Bleaching clay plays an important role in refining, bleaching, and decolorizing edible oil. It is also used for removal of phospholipids, sulfuric acid, sludge, sulfonic acid, free fatty acids, and traces of metal in oils. Besides these applications, it is used in effluent treatment plants and as an ingredient in cosmetic products.
Raw materials used in formulating bleaching clay include fuller’s earth, bentonite, attapulgite clay, sulfuric acid, hydrochloric acid, and hydrated sodium calcium aluminosilicates. The process of manufacturing bleaching clay starts from sourcing of fuller’s earth, bentonite, or attapulgite clay. This clay is later processed and activated using chemicals in the required specifications to enhance its bleaching and refining quality.
Raw material suppliers present in the value chain include mining companies such as Balcones Minerals Corporation, Bennett Mineral Company, Engelhard Corporation, and Bajaj Earth Private Limited Corp. The global production of bentonite according to the United States Geological Survey (USGS) was approximately 16 million tons in 2015. The U.S. and China are the world largest bentonite producers and accounted for 50% to 60% of the overall supply in 2015.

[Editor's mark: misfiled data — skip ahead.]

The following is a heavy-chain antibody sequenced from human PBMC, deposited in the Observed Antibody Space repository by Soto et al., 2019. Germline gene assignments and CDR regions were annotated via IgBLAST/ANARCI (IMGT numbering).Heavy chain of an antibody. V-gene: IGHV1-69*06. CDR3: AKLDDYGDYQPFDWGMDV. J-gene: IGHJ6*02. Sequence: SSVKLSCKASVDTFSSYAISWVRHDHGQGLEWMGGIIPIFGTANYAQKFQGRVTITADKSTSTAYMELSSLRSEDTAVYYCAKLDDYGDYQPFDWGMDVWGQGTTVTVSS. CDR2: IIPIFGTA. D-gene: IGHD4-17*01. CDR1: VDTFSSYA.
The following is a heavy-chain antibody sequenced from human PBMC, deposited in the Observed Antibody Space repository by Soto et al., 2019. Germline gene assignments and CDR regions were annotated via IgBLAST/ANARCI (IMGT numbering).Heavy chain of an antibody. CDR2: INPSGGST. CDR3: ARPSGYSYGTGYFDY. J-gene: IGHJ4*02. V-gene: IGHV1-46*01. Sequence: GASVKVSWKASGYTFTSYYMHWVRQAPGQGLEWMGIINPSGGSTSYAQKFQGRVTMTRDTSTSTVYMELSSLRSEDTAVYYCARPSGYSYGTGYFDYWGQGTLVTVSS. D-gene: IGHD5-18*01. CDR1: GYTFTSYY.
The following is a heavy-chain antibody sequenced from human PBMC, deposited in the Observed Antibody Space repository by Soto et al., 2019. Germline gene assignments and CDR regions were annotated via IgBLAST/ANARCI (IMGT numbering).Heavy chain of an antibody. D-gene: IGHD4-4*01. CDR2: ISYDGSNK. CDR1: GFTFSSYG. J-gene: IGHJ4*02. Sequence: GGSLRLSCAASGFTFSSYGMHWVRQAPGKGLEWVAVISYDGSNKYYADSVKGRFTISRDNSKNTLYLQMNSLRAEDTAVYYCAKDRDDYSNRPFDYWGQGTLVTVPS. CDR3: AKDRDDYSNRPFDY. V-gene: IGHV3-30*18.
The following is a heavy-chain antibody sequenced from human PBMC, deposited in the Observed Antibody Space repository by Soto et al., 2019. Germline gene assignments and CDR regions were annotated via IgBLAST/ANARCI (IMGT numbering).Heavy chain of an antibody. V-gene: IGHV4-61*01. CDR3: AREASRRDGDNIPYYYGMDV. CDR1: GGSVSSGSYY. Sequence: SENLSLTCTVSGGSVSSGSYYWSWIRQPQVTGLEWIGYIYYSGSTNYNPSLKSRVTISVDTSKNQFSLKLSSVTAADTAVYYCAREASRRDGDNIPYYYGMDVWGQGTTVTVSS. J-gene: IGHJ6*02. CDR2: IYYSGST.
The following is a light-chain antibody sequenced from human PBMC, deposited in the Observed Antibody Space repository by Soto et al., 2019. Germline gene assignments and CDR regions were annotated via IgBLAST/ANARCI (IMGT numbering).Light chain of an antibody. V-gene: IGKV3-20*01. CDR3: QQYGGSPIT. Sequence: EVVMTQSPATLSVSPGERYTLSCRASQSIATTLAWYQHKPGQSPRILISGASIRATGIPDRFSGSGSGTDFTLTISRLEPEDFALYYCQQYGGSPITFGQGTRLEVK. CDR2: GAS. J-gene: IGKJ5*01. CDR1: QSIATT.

Crude oil refining includes degumming, neutralization, bleaching, deodorization, and further refining. Bleaching clay is widely used in the edible oil and fat industry in the decolorizing and refining process. Crude oil is bleached with natural or acid-activated clay minerals to absorb coloring components and to decompose hydro-peroxides. Bleaching clay also helps in removal of contaminants such as oxidation products, phosphatides, pigments, and metals & soaps.
During the 50th and 60th century, bleaching earth was used in large proportions in the mineral oil industry for refining & bleaching paraffin, wax, insulating oils, rolling oils, waste oils, lubricants, and greases. However, due to high costs and environmental concerns regarding the acidulation and bleaching process that used bleaching clay is replaced by hydrogenation processes such as hydro-treating & hydro-finishing.
During the bleaching process, use of bleaching clay removes color and absorbs phosphatides, metal, residual gum, and oxidized products from the oil. During this process, the bleaching earth also absorbs a significant amount of oil; thus, it can cause oil loss to the manufacturer as the bleaching earth has an oil retention property of up to 70% of the bleaching earth’s weight. Almost 30% to 40% oil is spent in bleaching earth. This property can cause significant loss of revenue to the company as the quantity of oil produced would be low.
The use of bleaching clay in Asia Pacific and America is projected to grow at the highest CAGR on account of the increasing oilseed crop yield in these regions. The increasing demand for refined vegetable oil used in food applications is expected to increase the demand for bleaching earth over the forecast period.
In-depth report on global bleaching clay market by Grand View Research: